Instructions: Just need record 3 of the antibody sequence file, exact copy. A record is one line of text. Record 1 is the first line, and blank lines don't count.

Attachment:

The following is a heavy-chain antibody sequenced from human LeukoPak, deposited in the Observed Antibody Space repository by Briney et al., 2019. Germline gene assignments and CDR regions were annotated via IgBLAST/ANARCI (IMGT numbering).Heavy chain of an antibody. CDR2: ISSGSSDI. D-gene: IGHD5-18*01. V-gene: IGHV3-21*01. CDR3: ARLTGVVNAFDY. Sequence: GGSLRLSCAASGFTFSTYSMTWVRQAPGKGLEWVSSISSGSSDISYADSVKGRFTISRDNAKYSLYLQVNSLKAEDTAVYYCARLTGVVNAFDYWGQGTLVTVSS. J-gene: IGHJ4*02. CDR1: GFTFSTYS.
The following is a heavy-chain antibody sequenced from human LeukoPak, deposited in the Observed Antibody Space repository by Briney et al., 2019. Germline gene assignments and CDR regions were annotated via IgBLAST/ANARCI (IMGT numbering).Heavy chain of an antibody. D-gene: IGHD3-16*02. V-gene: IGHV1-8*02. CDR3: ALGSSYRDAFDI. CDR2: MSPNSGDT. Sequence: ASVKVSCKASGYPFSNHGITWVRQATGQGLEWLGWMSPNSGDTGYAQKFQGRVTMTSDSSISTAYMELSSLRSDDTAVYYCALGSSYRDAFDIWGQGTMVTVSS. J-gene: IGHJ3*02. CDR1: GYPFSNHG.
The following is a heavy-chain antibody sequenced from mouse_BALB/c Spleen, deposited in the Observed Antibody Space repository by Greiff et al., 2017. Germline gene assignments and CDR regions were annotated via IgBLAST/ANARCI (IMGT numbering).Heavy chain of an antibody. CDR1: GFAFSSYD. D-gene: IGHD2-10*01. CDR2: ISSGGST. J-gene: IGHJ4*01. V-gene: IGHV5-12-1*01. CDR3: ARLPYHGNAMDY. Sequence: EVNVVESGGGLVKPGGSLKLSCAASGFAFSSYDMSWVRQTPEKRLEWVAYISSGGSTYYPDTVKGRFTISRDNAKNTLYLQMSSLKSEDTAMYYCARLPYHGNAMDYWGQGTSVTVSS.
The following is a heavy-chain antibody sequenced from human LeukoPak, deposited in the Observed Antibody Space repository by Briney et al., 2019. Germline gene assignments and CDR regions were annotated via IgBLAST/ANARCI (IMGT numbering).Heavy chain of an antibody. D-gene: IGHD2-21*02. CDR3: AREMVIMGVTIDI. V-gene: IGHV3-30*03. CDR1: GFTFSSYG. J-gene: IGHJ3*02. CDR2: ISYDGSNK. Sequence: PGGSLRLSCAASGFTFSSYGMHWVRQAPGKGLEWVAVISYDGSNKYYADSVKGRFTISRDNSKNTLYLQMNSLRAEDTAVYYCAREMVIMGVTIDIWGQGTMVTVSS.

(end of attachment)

The following is a heavy-chain antibody sequenced from mouse_BALB/c Spleen, deposited in the Observed Antibody Space repository by Greiff et al., 2017. Germline gene assignments and CDR regions were annotated via IgBLAST/ANARCI (IMGT numbering).Heavy chain of an antibody. CDR1: GFAFSSYD. D-gene: IGHD2-10*01. CDR2: ISSGGST. J-gene: IGHJ4*01. V-gene: IGHV5-12-1*01. CDR3: ARLPYHGNAMDY. Sequence: EVNVVESGGGLVKPGGSLKLSCAASGFAFSSYDMSWVRQTPEKRLEWVAYISSGGSTYYPDTVKGRFTISRDNAKNTLYLQMSSLKSEDTAMYYCARLPYHGNAMDYWGQGTSVTVSS.